A 31 year old female presented with primary infertility and gave a two year history of amenorrhea without symptoms or signs of endocrine dysfunction. Examination was normal and investigation showed low oestradiol and progesterone levels with decreased LH pulsatility. The cortisol responses were impaired following hypoglycaemic stress and a short synacthen test, but the cortisol response to a prolonged synacthen test was normal. An inadequate ACTH response to CRF testing confirmed the diagnosis of isolated ACTH deficiency. Hydrocortisone therapy was followed by an ovulatory menstrual cycle. Amenorrhea again ensued following the reduction of the steroid dose and normal menses resumed on normal steroid replacement therapy. Six hourly gonadotrophin pulsatility showed a significant increase in both pulse amplitude and mean LH and FSH levels following steroid treatment. Isolated ACTH deficiency is a rare but treatable cause of hypogonadism and infertility, and this case gives further insight on the role of cortisol on the hypothalamo-pituitary gonadal axis.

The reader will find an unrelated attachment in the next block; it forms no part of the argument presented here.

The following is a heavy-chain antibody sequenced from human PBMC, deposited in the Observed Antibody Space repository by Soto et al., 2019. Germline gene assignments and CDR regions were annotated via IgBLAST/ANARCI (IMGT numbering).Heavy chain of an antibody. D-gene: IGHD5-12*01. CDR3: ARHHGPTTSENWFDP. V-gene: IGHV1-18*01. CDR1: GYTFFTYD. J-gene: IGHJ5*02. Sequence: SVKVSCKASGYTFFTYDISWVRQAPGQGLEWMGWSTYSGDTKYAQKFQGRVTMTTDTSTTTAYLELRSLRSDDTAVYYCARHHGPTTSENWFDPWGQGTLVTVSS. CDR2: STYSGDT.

- Isolated ACTH deficiency
- primary infertility
ASJC Scopus subject areas
- Endocrinology, Diabetes and Metabolism